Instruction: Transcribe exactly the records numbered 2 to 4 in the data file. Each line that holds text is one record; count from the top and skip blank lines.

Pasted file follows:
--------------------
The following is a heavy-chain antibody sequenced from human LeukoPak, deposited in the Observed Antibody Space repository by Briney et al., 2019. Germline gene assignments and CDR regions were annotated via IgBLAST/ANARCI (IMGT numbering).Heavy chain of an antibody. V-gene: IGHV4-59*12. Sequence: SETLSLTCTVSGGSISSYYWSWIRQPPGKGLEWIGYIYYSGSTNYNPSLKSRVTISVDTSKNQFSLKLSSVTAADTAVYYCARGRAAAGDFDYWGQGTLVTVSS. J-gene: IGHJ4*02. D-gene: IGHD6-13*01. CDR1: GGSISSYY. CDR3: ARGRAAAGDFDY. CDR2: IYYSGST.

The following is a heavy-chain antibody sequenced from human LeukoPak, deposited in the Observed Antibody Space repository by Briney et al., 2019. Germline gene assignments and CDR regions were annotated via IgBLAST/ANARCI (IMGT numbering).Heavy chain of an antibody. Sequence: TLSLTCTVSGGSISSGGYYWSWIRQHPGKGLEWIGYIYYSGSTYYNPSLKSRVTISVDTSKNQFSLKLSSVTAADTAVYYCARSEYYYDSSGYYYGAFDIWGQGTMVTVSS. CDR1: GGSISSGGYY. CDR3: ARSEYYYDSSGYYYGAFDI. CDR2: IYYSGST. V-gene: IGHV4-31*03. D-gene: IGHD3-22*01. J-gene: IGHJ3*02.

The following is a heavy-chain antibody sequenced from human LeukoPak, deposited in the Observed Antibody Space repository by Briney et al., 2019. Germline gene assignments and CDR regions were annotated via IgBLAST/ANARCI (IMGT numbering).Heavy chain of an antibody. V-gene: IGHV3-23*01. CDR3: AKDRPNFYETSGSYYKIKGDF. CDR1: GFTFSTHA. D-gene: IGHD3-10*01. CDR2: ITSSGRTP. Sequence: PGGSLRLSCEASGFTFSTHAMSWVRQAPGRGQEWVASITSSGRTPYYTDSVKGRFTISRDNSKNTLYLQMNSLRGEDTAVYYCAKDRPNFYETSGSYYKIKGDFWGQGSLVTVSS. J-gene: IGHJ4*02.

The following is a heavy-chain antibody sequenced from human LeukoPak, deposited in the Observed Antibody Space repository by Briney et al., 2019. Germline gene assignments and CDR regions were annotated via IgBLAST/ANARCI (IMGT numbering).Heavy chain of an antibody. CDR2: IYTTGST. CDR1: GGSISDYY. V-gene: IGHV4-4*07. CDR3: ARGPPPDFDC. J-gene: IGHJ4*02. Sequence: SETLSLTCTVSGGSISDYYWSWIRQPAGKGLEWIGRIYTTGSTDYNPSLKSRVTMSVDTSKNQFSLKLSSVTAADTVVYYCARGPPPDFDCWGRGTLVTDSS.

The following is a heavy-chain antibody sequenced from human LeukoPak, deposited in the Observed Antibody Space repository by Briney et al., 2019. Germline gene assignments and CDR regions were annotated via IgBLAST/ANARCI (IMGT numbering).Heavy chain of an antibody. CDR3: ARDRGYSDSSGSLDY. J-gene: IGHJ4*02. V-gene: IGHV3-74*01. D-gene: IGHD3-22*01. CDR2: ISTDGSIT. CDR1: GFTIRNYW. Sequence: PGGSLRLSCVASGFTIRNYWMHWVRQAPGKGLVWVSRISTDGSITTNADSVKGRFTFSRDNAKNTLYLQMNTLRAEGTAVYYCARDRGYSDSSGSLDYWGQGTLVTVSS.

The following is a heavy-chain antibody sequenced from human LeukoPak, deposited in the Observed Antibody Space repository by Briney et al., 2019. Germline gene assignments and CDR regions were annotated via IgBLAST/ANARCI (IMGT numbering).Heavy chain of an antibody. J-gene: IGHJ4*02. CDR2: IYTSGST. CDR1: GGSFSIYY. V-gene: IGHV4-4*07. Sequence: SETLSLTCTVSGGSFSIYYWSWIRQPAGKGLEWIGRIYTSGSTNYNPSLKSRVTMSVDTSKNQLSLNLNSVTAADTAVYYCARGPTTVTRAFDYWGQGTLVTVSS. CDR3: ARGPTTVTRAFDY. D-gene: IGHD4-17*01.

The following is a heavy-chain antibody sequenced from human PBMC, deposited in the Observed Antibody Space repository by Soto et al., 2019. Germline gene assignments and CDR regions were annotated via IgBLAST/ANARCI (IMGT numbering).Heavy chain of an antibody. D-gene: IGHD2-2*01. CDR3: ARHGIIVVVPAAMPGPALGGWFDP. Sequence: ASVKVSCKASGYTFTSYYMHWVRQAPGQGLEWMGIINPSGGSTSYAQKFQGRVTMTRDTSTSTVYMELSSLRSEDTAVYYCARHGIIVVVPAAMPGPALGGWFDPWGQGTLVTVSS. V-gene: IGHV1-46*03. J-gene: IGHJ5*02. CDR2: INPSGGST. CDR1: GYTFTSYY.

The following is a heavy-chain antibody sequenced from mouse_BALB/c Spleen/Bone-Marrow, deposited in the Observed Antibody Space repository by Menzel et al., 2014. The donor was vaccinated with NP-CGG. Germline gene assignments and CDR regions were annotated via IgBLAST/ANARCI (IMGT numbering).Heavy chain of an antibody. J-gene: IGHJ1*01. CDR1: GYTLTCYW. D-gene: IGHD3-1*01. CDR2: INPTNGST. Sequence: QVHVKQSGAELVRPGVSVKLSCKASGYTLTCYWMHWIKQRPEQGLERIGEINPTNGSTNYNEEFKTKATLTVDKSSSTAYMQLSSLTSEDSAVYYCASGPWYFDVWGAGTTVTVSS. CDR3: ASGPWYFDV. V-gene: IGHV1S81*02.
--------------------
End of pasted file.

The following is a heavy-chain antibody sequenced from human LeukoPak, deposited in the Observed Antibody Space repository by Briney et al., 2019. Germline gene assignments and CDR regions were annotated via IgBLAST/ANARCI (IMGT numbering).Heavy chain of an antibody. Sequence: TLSLTCTVSGGSISSGGYYWSWIRQHPGKGLEWIGYIYYSGSTYYNPSLKSRVTISVDTSKNQFSLKLSSVTAADTAVYYCARSEYYYDSSGYYYGAFDIWGQGTMVTVSS. CDR1: GGSISSGGYY. CDR3: ARSEYYYDSSGYYYGAFDI. CDR2: IYYSGST. V-gene: IGHV4-31*03. D-gene: IGHD3-22*01. J-gene: IGHJ3*02.

The following is a heavy-chain antibody sequenced from human LeukoPak, deposited in the Observed Antibody Space repository by Briney et al., 2019. Germline gene assignments and CDR regions were annotated via IgBLAST/ANARCI (IMGT numbering).Heavy chain of an antibody. V-gene: IGHV3-23*01. CDR3: AKDRPNFYETSGSYYKIKGDF. CDR1: GFTFSTHA. D-gene: IGHD3-10*01. CDR2: ITSSGRTP. Sequence: PGGSLRLSCEASGFTFSTHAMSWVRQAPGRGQEWVASITSSGRTPYYTDSVKGRFTISRDNSKNTLYLQMNSLRGEDTAVYYCAKDRPNFYETSGSYYKIKGDFWGQGSLVTVSS. J-gene: IGHJ4*02.

The following is a heavy-chain antibody sequenced from human LeukoPak, deposited in the Observed Antibody Space repository by Briney et al., 2019. Germline gene assignments and CDR regions were annotated via IgBLAST/ANARCI (IMGT numbering).Heavy chain of an antibody. CDR2: IYTTGST. CDR1: GGSISDYY. V-gene: IGHV4-4*07. CDR3: ARGPPPDFDC. J-gene: IGHJ4*02. Sequence: SETLSLTCTVSGGSISDYYWSWIRQPAGKGLEWIGRIYTTGSTDYNPSLKSRVTMSVDTSKNQFSLKLSSVTAADTVVYYCARGPPPDFDCWGRGTLVTDSS.